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You would not believe (or maybe you would) the range of ideas kids decide they don't want to believe because they think it's against their religion, and a lot of times, it's not even stuff normally associated with even Young Earth Creationism.

There's a real resistance there, and the only way to deal with it is an approach like "You can believe what you want, but this is the best explanation science provides for" (fill in the blank: human origins, stellar formation, etc.). The issue is not what scientists believe (because we talk about scientific theory, and how strong the evidence is, and what "theory" means, and it's not "unproven", and so on...), but what the students can believe, because if you don't give them that, they don't even listen.

Crazy, this was the opposite of my experience in CT public schools. No one ever resisted the teaching of the theory of evolution, or even hinted that they thought it was "against their religion". And teachers certainly weren't afraid of any possible controversy.

In fact, one of my friends didn't read a book that was required for an English class for religious reasons...and she was quietly mocked for it. In my experience, there's more of a negative "wow, look at that God-freak" reaction towards religious students in CT, than there is any type of controversy involving the teaching of religion vs. science in the classroom.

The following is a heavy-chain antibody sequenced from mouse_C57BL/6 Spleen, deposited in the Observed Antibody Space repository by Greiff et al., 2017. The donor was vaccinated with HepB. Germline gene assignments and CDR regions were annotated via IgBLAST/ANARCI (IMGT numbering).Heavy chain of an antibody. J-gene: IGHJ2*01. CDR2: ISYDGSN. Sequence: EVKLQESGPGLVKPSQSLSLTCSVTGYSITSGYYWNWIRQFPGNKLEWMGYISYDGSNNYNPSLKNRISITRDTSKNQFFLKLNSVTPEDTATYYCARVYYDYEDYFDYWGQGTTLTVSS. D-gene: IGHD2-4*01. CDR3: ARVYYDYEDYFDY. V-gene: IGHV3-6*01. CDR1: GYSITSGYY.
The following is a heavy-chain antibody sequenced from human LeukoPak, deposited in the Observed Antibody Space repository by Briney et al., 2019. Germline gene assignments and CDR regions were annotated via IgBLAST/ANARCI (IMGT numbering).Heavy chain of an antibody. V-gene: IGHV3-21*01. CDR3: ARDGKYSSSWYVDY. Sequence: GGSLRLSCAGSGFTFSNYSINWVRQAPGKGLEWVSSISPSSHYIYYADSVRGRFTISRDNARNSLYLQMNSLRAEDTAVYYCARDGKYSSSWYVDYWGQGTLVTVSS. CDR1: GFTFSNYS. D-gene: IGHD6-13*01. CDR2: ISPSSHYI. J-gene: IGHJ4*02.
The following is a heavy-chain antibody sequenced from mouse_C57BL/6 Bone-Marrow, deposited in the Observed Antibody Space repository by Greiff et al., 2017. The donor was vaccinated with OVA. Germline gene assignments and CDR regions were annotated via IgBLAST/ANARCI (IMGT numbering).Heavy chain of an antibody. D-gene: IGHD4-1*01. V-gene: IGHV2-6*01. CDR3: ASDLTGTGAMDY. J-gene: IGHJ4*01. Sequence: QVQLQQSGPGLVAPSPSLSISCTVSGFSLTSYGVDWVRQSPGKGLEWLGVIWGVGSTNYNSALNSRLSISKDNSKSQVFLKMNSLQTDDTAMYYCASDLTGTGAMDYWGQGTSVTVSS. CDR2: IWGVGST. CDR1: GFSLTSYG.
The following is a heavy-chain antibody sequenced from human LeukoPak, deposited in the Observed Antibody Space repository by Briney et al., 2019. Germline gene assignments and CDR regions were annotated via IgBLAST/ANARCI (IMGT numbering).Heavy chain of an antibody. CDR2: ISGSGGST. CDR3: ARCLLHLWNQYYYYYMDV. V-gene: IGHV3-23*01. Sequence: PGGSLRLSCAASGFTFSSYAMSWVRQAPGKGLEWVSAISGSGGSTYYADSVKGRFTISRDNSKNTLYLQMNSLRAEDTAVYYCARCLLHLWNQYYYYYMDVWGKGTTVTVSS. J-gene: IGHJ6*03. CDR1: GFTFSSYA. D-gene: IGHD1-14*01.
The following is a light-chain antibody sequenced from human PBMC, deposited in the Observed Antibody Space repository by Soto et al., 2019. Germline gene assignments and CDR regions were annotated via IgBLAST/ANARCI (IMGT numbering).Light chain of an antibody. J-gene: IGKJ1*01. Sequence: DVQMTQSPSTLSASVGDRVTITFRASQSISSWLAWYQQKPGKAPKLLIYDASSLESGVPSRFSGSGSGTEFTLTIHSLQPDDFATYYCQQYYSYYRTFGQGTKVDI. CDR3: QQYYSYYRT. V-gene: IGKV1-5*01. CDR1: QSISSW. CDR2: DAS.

I'm guessing that's a normal difference between New England and the South/Mid-West, however.

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I have absolutely no problem with kids being told they don't have to believe in it. That's tolerance of differing religious views IMO and 100% cool with that. I do have a problem with creationism being taught in science class though. Keep the religion and science where they belong. Teach evolution exactly as it should be taught based on the science and the best information available.

This. :applause:

---------- Post added February-8th-2011 at 07:25 PM ----------

Are they still teaching Contemporary World Issues in high schools? That was easily the best, most informative, most practically useful class I had in high school. We covered everything. Differences between governments, religions, political parties, and how they shape the world we live in. It was truly phenomenal. And the highest compliment I can pay to my teacher was that to this day, I STILL have no idea what party, religion, or philosophy he belongs to.